Diabetes mellitus is a broad term describing a condition where a person ends up with too much sugar, or glucose, in their bloodstream, and not enough getting into their cells to be burned as energy. Although all types of diabetes have the same end result, there are vastly different conditions that fall under the umbrella of this term.
Type 1 diabetes is a type of diabetes mellitus where a person’s blood sugar becomes high because their body can no longer produce insulin, the hormone that moves glucose out of the bloodstream and into the cells, where it is used for energy. Type 1 diabetes occurs when the beta cells in the pancreas, which produce insulin, are destroyed. Usually this is because of an autoimmune disease, where the person’s immune system attacks and destroys the beta cells.
Although we know that autoimmune diseases are genetic, it is still unknown what triggers the autoimmune response. It can occur at any time. A person can therefore be diagnosed as type 1 diabetic at any age, and not just in childhood as previously thought. Furthermore, by the time a person is diagnosed as diabetic, the antibodies that kill the beta cells have been at work for some time: The pancreas has the ability to compensate for the loss of insulin-producing cells until as much as 90 percent of the beta cells have been destroyed.
Type 2 diabetes is a completely different condition, and accounts for nine out of ten people with diabetes mellitus. People with this disease still produce insulin; in fact they usually produce more insulin than they actually need. Their bodies have just become resistant to insulin, which means they use it much less efficiently than they should.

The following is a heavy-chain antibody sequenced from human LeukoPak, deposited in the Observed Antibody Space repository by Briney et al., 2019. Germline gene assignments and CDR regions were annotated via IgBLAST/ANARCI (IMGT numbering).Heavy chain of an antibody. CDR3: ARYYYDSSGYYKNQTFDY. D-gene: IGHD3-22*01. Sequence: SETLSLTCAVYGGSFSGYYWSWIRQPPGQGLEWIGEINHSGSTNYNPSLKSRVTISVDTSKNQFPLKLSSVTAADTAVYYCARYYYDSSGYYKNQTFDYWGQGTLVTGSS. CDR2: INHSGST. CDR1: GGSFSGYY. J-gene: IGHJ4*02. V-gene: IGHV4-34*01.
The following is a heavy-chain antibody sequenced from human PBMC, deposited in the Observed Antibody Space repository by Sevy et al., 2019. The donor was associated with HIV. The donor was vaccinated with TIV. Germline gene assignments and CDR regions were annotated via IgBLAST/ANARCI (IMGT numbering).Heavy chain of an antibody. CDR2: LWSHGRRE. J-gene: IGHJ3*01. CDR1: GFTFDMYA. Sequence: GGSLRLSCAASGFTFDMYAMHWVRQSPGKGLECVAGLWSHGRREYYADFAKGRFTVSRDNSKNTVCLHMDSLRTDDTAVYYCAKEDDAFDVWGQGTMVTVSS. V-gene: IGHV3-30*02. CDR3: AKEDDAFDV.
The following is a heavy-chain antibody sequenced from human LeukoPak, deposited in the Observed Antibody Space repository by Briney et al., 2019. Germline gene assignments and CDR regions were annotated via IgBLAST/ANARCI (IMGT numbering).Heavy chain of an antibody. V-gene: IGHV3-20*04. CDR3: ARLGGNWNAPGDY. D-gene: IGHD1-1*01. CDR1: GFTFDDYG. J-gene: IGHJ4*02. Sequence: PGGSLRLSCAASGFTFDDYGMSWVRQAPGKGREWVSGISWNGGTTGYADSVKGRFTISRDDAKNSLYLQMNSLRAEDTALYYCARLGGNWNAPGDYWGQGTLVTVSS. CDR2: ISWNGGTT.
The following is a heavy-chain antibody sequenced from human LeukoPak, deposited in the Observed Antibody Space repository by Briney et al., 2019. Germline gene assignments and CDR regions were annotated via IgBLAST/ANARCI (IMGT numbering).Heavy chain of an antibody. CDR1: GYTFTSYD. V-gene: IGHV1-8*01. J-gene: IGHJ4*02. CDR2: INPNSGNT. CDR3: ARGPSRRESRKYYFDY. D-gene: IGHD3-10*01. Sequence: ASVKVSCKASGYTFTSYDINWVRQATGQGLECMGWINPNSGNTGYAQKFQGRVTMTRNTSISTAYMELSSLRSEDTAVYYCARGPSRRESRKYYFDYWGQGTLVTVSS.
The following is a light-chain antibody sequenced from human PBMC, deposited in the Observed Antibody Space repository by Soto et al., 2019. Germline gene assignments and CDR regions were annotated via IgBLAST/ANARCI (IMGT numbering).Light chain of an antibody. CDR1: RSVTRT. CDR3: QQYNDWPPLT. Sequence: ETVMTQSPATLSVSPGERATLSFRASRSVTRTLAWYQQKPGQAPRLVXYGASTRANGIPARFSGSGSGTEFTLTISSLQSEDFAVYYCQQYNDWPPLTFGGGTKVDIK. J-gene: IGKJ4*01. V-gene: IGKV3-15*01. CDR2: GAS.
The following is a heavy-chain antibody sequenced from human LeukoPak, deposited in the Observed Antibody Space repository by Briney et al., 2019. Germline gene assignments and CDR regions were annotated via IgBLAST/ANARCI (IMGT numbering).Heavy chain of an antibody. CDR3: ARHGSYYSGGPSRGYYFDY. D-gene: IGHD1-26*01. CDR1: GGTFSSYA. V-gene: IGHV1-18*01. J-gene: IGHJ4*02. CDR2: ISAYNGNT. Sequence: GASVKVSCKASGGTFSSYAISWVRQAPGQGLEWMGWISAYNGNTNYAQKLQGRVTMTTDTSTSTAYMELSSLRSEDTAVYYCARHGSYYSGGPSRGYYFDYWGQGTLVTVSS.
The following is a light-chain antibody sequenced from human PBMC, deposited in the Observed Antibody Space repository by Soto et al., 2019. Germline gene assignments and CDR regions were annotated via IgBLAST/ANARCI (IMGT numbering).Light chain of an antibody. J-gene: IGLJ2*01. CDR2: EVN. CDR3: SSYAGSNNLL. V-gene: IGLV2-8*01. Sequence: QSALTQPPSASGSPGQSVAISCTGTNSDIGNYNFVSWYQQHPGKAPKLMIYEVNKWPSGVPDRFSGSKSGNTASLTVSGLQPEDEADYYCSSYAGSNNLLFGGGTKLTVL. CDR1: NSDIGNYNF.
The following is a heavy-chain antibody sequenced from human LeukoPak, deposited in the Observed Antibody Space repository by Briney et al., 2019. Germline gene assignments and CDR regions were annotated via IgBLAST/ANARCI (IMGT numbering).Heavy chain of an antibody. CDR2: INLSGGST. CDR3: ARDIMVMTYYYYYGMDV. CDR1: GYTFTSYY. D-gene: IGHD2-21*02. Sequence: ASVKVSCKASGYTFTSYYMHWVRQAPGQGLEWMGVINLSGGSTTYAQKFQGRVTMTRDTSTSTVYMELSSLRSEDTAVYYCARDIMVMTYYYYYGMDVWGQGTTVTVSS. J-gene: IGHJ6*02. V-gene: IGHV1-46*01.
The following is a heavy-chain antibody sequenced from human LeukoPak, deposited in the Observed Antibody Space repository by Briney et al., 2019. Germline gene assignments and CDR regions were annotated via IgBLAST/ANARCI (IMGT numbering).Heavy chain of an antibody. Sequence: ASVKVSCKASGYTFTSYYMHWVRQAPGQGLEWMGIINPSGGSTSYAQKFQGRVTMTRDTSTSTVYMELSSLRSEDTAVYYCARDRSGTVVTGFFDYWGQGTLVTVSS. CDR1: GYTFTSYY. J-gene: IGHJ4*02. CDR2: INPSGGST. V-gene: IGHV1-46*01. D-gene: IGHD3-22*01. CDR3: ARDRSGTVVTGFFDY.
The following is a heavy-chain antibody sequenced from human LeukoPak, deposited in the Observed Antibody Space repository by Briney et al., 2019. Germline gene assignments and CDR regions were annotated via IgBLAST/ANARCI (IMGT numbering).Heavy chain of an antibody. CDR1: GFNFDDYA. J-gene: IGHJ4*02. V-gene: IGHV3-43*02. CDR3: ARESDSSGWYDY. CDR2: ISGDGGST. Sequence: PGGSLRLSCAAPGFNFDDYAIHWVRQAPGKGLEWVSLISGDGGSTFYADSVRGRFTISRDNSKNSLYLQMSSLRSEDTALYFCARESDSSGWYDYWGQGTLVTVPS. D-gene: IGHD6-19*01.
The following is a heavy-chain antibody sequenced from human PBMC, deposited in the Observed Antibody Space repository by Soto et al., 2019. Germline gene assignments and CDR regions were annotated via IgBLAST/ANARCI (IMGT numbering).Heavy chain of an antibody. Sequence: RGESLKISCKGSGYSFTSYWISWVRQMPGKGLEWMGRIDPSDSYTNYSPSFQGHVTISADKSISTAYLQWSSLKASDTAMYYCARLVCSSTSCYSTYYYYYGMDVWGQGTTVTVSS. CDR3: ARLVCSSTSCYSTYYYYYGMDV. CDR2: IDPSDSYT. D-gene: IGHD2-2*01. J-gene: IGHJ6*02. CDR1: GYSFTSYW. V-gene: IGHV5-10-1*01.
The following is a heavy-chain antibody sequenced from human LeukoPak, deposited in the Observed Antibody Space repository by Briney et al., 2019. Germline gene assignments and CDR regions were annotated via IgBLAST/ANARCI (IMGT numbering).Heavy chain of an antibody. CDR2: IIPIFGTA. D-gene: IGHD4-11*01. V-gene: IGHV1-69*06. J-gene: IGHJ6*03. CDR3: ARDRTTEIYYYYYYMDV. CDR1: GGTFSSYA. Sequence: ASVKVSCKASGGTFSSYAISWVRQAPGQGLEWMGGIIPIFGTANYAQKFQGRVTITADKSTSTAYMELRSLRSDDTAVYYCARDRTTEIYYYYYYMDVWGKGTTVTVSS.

The causes of type 2 diabetes are more complicated than type 1 diabetes. Some people are diagnosed with type 2 as they grow older, and their bodies presumably become less efficient. However, a growing number of type 2 diabetics have developed the disease because of poor diet, lack of exercise, and obesity, particularly in the United States. In fact, until very recently this disease was thought to occur only in middle-aged and elderly people; now it is being diagnosed in younger adults and even in children, presumably because the deterioration of healthy practices such as proper nutrition and exercise, and the growing number of obese people in the United States.
Whether the disease is type 1 or type 2, the symptoms of diabetes are the same. When blood sugar is too high, the kidneys filter out much of the extra glucose, unfortunately taking a lot of fluids with it. As a result, a diabetic with uncontrolled sugars suffers from constant thirst and frequent urination. Other symptoms of diabetes include muscle cramps, caused by the body filtering potassium out of the bloodstream along with the glucose and fluids, and blurry vision, caused by high glucose levels in the eyes. Additionally, uncontrolled diabetes mellitus often produces rapid weight loss: Although the person may be eating considerably more than normal, and although his or her blood sugar is high, the body’s cells are in essence starving to death because they are not able to access any of that glucose.
Anyone with diabetes mellitus struggles with the same end result: too much glucose in the bloodstream. However, because this occurs for different reasons depending on whether the disease is type 1 or type 2, the treatment is very different for each. Type 1 diabetics cannot make their own insulin, therefore they have to be injected with it. The amount of insulin varies according to the individual’s diet, lifestyle, and other factors.
Type 2 diabetics, on the other hand, usually take drugs to help them use their own insulin more efficiently. They also are usually advised to exercise regularly and follow a healthier, low-carb diet. In fact, in some type 2 diabetics, exercise and diet alone can control and even reverse the onset of diabetes mellitus. However, type 2 diabetics who have poor control of their blood sugars may need to compensate for their body’s lack of efficiency by injecting supplementary insulin.